Cases increasing in non-endemic countries
Monkeypox, a rare zoonotic infectious disease caused by the monkeypox virus, mainly spread in endemic countries in Africa. However, things seem to become different in recent days. After 20 days since the first case outside endemic countries was spotted in the UK on 2022 May 7, a cumulative total of 257 laboratory-confirmed cases and around 120 suspected cases in non-endemic countries from 23 WHO member states have been reported, according to the lasted update by WHO. Meanwhile, WHO also expects that there will be more cases identified as the surveillance expands in more and more regions.
The rising incidence of reported cases and outbreaks raises concerns about the future spread of the disease, especially when smallpox vaccination has ceased. Optimal supportive care is critical to improve the clinical course of monkeypox and avoid the most severe complications for persons affected.
Figure 1. Geographical distribution of confirmed and suspected cases of monkeypox in non-endemic countries between 13 to 26 May 2022, 5 PM CEST.
Community transmission merging in Europe
With the release of the latest gene sequencing reports from Italy, France, Spain, the Netherlands, Belgium, and other European countries, the analysis showed that the virus spread in these countries belongs to the mild West African clade. The relationship of the studied samples is exceptionally close, further indicating a possibility that large-scale community transmission of monkeypox has occurred in Europe.
On 27 May, in their report, the Italian research team stated that "Preliminary phylogenetic analysis was performed by Maximum likelihood using Iqtree software under a K3PU+F+I model selected by ModelFinder. The tree shows that the obtained genome belongs to the West African clade of MPXV and is most closely related to the recently uploaded genome from the outbreak in Portugal, providing further evidence of substantial community spread in Europe."
Animals contributing to the outbreak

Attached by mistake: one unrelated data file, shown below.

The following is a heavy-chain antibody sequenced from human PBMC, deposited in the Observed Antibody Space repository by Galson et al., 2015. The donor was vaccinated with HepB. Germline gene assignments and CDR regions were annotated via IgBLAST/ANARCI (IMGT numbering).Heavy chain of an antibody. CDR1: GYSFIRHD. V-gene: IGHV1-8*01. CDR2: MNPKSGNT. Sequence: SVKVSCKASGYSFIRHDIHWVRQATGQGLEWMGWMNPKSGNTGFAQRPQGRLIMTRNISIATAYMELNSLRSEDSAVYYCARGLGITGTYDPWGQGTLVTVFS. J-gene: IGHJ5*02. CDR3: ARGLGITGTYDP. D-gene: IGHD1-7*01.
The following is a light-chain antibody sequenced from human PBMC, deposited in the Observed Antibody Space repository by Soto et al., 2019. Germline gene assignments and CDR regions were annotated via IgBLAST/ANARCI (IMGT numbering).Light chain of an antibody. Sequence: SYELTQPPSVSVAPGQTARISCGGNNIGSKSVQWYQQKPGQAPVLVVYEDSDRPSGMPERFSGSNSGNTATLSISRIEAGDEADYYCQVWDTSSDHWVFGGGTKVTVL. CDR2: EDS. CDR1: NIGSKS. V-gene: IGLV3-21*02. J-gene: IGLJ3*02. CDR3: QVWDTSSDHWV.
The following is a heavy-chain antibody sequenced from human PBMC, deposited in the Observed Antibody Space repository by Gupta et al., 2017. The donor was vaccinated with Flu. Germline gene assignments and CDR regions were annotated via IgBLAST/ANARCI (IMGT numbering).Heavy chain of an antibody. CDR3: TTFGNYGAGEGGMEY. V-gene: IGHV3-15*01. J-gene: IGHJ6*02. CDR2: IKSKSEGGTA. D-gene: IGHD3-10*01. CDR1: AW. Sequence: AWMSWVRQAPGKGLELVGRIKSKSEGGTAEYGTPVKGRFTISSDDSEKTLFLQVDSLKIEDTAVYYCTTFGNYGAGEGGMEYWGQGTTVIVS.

Monkeypox virus is usually transmitted from one person to another through close contact with contaminated materials such as lesions, body fluids, respiratory droplets, and bedding.
Various animal species have been identified as susceptible to the monkeypox virus. Uncertainty remains on the monkeypox virus’s natural history, and further studies are needed to identify the reservoir(s) and how virus circulation is maintained in nature. Eating inadequately cooked meat and other animal products of infected animals is a possible risk factor.
Appropriate laboratory testing is the key
On 23 May, WHO released guidance that serves to provide interim recommendations to laboratories and stakeholders involved in diagnosing monkeypox.
PCR alone can be used for laboratory confirmation of suspected cases. According to this guidance, the recommended specimen type for diagnostic confirmation is skin lesion material, including swabs of lesion exudate, roofs from more than one lesion, or lesion crusts.
|Key points of the Interim Guidance of Laboratory testing for the monkeypox virus
|Any individual that meets the suspected case definition for monkeypox should be offered to test.
|Laboratory confirmation of specimens from a suspected case using nucleic acid amplification testing (NAAT), such as real-time or conventional polymerase chain reaction (PCR). NAAT can be generic to orthopoxvirus (OPXV) or specific to monkeypox virus (MPXV, preferable).